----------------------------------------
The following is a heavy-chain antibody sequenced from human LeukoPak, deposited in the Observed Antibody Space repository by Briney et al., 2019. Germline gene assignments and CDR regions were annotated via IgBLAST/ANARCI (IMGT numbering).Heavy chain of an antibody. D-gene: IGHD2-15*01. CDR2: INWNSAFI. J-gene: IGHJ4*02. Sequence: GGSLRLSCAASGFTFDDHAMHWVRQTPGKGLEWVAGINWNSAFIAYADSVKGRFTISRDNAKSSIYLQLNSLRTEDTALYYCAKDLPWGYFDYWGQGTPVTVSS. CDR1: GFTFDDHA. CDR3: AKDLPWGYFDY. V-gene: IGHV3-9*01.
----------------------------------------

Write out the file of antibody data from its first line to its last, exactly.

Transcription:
The following is a heavy-chain antibody sequenced from human LeukoPak, deposited in the Observed Antibody Space repository by Briney et al., 2019. Germline gene assignments and CDR regions were annotated via IgBLAST/ANARCI (IMGT numbering).Heavy chain of an antibody. D-gene: IGHD2-15*01. CDR2: INWNSAFI. J-gene: IGHJ4*02. Sequence: GGSLRLSCAASGFTFDDHAMHWVRQTPGKGLEWVAGINWNSAFIAYADSVKGRFTISRDNAKSSIYLQLNSLRTEDTALYYCAKDLPWGYFDYWGQGTPVTVSS. CDR1: GFTFDDHA. CDR3: AKDLPWGYFDY. V-gene: IGHV3-9*01.